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#international: "Like taking a break from Lima"

Luis Chávez Bedoya

Prof. Luis Chávez Bedoya, PhD, from Lima, Peru, visited Pforzheim Business School in November and December 2018. He taught “Fundamentals of Financial Mathematics” and “Investment Controlling” in the International Study Program (ISP).
In the interview with Lia Sophie Wilmes, the Peruvian professor talks about his first visit as a guest lecturer in Pforzheim, explains his fascination for numbers and why international working and study experience is so valuable.



Buenos días Mr. Chávez Bedoya, it is your first time here in Pforzheim. How is your impression of our Business School so far?
To be honest, I am really impressed! Here at the Business School I am mainly teaching undergraduate exchange students, who are taking part in the International Study Program. At my home university ESAN in Peru I am mostly in touch with MBA students, so the teaching experience here in Pforzheim is very different. I have noticed that my students here have a very good level of English. And even though I am teaching relatively complicated topics, they are doing really well. The students seem highly motivated. I also think that the faculty works a lot and everyone is very engaged, for example they take the accreditation of AACSB very seriously, which is great. They have a clear mission regarding their contribution to the students and the educational system, so I am pretty impressed.

In Peru, you teach at the Business Graduate School of ESAN University.
What are the differences between university education in Latin America and Germany?

In Peru most of the really good universities are private and the majority of the public ones are not that good. So I am really impressed that public universities in Germany are of such a high standard. When I compare Pforzheim University with ESAN, my impression is that German students have more freedom studying. At least in the Bachelor’s courses I teach, the students can decide if they want to attend classes or not. It is much more flexible than in Peru and a lot of things are up to the students.

You teach and do research in the field of quantitative finance. How do you manage to get students interested in that topic?
I try to make them realize that at some point in their lives they will need to have a certain knowledge about finance. Eventually they will buy a house and need a loan, so it will be necessary to understand exactly how the financial world works. The students also need to have an idea about the world of finance when they make investments, for example when buying stocks and bonds. Depending on their decisions, they are going to win or lose a lot of money. So if I teach students mainly interested in topics like Marketing or Human Resources, the best way to engage them is to show them the useful side to mathematics. On the other hand, my students, who are really interested in mathematics, like to apply its concepts to something more observable in everyday life. So there are different motivations the students have.

You received your PhD in the United States and also taught there for a while. Do you think nowadays the international working experience is important?
Not only international working experience, but international experience in general is incredibly valuable. I like to encourage all students, who have the opportunity to go abroad, to do it at some point of their career. It is not only about the subject you study, but about everything that comes with it: The country’s culture, people you meet abroad … Those experiences open your mind and help you look at things from a different perspective. I think that international experience, both studying and working, is extremely important. The more international experience you can gather early on, the better your career opportunities will be.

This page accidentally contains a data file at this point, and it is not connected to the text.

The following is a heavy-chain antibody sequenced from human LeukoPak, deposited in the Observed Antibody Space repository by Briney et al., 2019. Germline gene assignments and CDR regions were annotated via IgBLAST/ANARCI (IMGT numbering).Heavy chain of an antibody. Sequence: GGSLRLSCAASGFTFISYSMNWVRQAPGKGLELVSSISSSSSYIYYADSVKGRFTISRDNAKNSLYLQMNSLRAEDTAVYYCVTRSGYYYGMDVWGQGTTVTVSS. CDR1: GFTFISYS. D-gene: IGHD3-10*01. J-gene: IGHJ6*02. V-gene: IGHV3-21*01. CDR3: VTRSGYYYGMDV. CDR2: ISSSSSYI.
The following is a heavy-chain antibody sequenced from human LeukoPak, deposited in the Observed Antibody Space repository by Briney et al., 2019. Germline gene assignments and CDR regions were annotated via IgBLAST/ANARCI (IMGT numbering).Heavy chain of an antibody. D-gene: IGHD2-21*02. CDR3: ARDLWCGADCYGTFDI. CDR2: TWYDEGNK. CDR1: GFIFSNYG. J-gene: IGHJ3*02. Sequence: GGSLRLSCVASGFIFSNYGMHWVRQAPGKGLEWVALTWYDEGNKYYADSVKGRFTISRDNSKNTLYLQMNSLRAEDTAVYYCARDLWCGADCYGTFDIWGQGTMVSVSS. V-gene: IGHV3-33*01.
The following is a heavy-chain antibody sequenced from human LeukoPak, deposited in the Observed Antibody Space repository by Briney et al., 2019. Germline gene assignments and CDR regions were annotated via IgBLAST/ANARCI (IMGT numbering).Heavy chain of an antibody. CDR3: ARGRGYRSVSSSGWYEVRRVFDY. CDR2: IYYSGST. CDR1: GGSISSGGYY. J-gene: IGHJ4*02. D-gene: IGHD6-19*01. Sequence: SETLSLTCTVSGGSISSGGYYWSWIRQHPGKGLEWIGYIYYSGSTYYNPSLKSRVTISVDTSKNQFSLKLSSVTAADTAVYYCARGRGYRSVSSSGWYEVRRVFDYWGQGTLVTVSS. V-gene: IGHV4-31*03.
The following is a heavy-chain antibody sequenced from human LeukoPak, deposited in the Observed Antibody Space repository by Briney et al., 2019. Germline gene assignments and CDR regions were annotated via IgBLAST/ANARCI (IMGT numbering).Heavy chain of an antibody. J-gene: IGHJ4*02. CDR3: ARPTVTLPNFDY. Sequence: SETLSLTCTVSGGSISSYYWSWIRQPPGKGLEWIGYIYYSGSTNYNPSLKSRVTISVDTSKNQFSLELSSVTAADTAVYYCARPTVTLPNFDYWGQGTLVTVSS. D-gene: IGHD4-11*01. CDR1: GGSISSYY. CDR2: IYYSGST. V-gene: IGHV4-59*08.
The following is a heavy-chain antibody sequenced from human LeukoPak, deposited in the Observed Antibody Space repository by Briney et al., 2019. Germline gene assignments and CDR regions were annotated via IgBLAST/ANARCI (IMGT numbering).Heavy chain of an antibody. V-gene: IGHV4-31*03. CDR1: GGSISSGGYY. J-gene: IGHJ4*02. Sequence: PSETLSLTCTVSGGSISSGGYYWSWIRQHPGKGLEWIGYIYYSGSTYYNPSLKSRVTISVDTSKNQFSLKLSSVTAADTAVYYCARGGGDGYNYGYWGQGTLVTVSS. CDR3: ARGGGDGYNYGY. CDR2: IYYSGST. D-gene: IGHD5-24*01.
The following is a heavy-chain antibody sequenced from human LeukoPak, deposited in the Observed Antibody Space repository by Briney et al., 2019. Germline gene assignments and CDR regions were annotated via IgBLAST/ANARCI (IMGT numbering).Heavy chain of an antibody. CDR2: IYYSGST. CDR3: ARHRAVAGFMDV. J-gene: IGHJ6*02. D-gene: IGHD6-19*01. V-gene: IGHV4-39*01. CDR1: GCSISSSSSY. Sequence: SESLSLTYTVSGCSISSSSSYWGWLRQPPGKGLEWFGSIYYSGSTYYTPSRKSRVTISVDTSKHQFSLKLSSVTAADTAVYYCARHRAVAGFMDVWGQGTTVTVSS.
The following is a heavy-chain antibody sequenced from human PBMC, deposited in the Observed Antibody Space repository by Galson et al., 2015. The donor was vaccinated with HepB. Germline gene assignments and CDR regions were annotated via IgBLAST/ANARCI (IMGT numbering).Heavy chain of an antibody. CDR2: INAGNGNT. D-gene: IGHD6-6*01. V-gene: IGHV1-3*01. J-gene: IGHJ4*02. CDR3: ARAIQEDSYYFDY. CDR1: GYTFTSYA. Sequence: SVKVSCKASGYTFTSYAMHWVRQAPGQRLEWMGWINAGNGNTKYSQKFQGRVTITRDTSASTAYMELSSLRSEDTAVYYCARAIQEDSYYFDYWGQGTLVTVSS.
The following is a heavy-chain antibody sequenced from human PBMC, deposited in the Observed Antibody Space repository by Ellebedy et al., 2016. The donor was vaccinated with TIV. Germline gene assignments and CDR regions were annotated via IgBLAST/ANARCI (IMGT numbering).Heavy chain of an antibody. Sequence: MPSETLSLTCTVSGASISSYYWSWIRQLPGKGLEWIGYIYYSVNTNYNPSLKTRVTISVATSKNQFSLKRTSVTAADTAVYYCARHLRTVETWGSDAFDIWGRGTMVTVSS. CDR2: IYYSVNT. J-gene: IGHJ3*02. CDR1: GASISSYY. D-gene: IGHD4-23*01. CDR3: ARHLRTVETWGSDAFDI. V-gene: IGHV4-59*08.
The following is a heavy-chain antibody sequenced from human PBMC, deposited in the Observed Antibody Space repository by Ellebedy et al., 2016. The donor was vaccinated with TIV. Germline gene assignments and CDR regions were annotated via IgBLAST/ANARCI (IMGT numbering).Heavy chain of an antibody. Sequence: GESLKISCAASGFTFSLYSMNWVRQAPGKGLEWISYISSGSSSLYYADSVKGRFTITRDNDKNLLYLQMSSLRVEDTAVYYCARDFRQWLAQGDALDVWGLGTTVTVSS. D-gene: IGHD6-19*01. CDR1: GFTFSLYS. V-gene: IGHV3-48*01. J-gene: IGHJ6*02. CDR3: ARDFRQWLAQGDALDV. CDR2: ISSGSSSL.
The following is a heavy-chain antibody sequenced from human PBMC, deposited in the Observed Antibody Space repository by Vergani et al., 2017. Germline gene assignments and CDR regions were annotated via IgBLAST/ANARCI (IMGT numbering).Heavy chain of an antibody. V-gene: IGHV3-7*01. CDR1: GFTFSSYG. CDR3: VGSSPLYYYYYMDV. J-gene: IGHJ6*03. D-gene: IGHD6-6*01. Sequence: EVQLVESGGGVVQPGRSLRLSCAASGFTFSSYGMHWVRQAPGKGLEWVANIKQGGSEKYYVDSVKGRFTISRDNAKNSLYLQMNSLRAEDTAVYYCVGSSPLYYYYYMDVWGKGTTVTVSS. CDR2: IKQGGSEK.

In Peru your university is located less than 10 kilometres from the Pacific. Do you miss the sea and the good weather while being here in the Northern Black Forest?
It is very different here, that is right. In most parts of Peru we don’t experience any changes in the weather, due to the proximity to the equator. So it is really nice to see these differences and experience how weather can affect the peoples’ lives. What I also really like about Germany at this time of the year is all the Christmas decoration in the streets. In Lima we celebrate Christmas in the summertime, so this is very exciting.

Compared to Lima, Pforzheim is very small and calm. How do you get along here?
For me being here in Pforzheim is like taking a break from Lima. It is a really big city with over 8 million inhabitants. Going from one place to another can be very tough and sometimes takes hours. I always drive to work and as the traffic is so chaotic, those 45 minutes per way are frequently very stressful. But here in Pforzheim I take the bus and don’t have to worry about traffic or finding a parking space – I really enjoy that.

Have you already learned some German? If so, do you have a favourite word?

My new favourite words are “Gut und Günstig” – something qualitatively good but affordable, like the food in Pforzheim University’s canteen.

¡Muchas gracias por la entrevista, Señor Chávez Bedoya!


The ESAN University was founded in 1963 and offers numerous Bachelor’s programs, mostly in management and engineering. In its Graduate School, which was the first Graduate School of Business in Latin America, graduates can receive PhDs and Master’s degrees in pretty much all the management areas. ESAN is a private university whose main campus is located in Lima. Apart from the capital, the university has many other locations in different parts of Peru. For ten of its programs ESAN is accredited by AACSB.

https://www.esan.edu.pe